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“You must know, then, that whilst we were in the midst of this talk, a constable comes in with a kind of hue-and-cry paper, stating that the Wallingford bank had been robbed the night before—which indeed I knew—and offering a reward for the discovery of the thief. It also described the persons of the several strangers who had been in the town that evening. Among these was one in a sort of shooting-jacket, black stock, and a knapsack on his back, supposed to be a soldier."

“ That looks very like me," said I, somewhat amused, yet annoyed, for I thought I might get into trouble by it on the road, and I was not satisfied with the keen look and sneer which the pedlar assumed while he informed me that the uncharitable Chubb declared to his guests he thought I must be the man. The pedlar himself evidently looked uncertain as to the point, and observed that I did not seem to like the intelligence.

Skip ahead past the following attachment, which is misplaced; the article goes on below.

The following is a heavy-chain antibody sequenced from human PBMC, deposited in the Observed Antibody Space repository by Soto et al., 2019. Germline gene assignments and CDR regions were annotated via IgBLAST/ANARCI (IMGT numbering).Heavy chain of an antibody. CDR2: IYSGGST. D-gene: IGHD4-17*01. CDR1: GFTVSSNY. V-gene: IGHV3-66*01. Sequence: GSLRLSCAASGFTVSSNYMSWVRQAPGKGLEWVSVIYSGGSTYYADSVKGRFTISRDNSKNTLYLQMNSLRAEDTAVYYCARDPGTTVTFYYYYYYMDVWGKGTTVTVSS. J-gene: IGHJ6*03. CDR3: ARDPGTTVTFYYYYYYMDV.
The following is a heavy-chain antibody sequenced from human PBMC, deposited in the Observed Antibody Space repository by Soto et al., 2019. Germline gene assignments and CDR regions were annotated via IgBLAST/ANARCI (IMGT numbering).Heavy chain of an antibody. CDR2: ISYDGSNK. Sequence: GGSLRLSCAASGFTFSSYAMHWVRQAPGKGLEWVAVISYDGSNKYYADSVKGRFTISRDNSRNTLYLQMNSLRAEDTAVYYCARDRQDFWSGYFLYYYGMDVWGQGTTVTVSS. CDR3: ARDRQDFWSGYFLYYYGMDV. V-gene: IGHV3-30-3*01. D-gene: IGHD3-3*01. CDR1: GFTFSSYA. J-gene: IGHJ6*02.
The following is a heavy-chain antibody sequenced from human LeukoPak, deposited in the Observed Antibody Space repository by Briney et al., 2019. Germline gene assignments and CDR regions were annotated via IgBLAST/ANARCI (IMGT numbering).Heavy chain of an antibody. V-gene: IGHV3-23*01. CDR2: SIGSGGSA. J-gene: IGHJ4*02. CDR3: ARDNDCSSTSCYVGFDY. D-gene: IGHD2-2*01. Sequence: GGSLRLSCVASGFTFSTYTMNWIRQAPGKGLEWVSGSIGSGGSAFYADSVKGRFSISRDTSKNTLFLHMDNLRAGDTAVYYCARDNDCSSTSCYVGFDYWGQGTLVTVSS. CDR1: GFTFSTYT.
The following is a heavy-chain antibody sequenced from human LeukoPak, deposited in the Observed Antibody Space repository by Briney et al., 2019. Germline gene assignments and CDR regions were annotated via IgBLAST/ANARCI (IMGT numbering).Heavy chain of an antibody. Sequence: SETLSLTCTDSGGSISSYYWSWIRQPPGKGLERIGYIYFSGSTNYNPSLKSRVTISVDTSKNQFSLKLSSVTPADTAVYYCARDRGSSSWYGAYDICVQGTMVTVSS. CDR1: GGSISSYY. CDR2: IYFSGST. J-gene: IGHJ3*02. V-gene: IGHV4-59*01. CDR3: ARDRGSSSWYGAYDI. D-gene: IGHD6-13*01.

“I am afraid it disturbs you, friend,” said he, “but of course it cannot be you."

“Gracious heaven!” cried I, “ do I look so conscious? If innocence is disconcerted at being merely suspected, what must be the case of actual guilt ?”

“ What indeed ?" said the pedlar, and he gave a significant shrug with his shoulders. “But I am only surprised," added he, “ that I was not myself put into the Hue-and-Cry, for I was at Wallingford all day yesterday at the Lammas fair, and I sold many a pennyworth ; in short, emptied my pack, and filled it again with my profits. Yet it would be wrong to suspect a hard-working, honest man on that account."